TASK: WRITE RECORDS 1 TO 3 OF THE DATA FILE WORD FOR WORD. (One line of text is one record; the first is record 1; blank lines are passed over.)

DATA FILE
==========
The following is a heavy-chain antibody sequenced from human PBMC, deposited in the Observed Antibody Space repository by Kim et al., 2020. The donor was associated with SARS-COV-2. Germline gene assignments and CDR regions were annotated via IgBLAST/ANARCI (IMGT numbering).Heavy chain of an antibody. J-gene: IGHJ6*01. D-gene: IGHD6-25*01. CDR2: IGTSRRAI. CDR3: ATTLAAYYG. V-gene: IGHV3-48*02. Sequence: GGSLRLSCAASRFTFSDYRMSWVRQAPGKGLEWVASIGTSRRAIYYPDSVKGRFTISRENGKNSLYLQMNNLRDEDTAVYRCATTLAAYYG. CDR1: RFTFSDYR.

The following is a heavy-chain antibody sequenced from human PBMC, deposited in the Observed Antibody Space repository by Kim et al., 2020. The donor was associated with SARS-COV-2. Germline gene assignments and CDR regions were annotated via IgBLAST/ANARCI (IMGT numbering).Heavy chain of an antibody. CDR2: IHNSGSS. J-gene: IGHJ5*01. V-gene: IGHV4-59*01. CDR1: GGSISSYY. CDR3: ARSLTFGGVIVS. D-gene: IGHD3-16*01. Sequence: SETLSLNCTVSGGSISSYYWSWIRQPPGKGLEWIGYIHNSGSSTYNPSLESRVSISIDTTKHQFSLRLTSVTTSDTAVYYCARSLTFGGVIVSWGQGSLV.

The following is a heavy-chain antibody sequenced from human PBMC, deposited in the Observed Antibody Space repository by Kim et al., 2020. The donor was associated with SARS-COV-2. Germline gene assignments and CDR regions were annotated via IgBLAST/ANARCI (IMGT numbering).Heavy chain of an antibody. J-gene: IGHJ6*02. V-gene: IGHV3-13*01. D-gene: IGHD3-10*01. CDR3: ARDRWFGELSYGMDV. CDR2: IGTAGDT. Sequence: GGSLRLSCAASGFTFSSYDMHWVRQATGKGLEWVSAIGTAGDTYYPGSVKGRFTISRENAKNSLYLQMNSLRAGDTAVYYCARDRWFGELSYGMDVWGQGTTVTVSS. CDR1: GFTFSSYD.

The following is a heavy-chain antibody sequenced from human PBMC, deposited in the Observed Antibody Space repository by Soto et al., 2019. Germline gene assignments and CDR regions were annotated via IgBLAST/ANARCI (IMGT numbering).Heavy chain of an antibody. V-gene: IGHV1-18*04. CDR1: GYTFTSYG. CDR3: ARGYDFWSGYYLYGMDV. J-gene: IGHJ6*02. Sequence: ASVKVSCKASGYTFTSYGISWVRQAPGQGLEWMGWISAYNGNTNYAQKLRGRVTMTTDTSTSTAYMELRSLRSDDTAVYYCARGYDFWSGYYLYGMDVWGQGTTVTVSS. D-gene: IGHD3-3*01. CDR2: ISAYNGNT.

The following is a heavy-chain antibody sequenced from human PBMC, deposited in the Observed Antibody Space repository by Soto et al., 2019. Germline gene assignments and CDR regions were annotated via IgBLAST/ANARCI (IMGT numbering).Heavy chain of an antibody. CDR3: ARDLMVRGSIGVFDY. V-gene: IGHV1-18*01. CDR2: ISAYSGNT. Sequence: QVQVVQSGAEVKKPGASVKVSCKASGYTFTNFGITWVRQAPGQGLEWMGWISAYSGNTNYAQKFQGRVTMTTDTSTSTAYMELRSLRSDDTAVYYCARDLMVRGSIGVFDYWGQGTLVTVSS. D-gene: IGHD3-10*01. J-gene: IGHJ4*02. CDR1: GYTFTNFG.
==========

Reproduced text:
The following is a heavy-chain antibody sequenced from human PBMC, deposited in the Observed Antibody Space repository by Kim et al., 2020. The donor was associated with SARS-COV-2. Germline gene assignments and CDR regions were annotated via IgBLAST/ANARCI (IMGT numbering).Heavy chain of an antibody. J-gene: IGHJ6*01. D-gene: IGHD6-25*01. CDR2: IGTSRRAI. CDR3: ATTLAAYYG. V-gene: IGHV3-48*02. Sequence: GGSLRLSCAASRFTFSDYRMSWVRQAPGKGLEWVASIGTSRRAIYYPDSVKGRFTISRENGKNSLYLQMNNLRDEDTAVYRCATTLAAYYG. CDR1: RFTFSDYR.

The following is a heavy-chain antibody sequenced from human PBMC, deposited in the Observed Antibody Space repository by Kim et al., 2020. The donor was associated with SARS-COV-2. Germline gene assignments and CDR regions were annotated via IgBLAST/ANARCI (IMGT numbering).Heavy chain of an antibody. CDR2: IHNSGSS. J-gene: IGHJ5*01. V-gene: IGHV4-59*01. CDR1: GGSISSYY. CDR3: ARSLTFGGVIVS. D-gene: IGHD3-16*01. Sequence: SETLSLNCTVSGGSISSYYWSWIRQPPGKGLEWIGYIHNSGSSTYNPSLESRVSISIDTTKHQFSLRLTSVTTSDTAVYYCARSLTFGGVIVSWGQGSLV.

The following is a heavy-chain antibody sequenced from human PBMC, deposited in the Observed Antibody Space repository by Kim et al., 2020. The donor was associated with SARS-COV-2. Germline gene assignments and CDR regions were annotated via IgBLAST/ANARCI (IMGT numbering).Heavy chain of an antibody. J-gene: IGHJ6*02. V-gene: IGHV3-13*01. D-gene: IGHD3-10*01. CDR3: ARDRWFGELSYGMDV. CDR2: IGTAGDT. Sequence: GGSLRLSCAASGFTFSSYDMHWVRQATGKGLEWVSAIGTAGDTYYPGSVKGRFTISRENAKNSLYLQMNSLRAGDTAVYYCARDRWFGELSYGMDVWGQGTTVTVSS. CDR1: GFTFSSYD.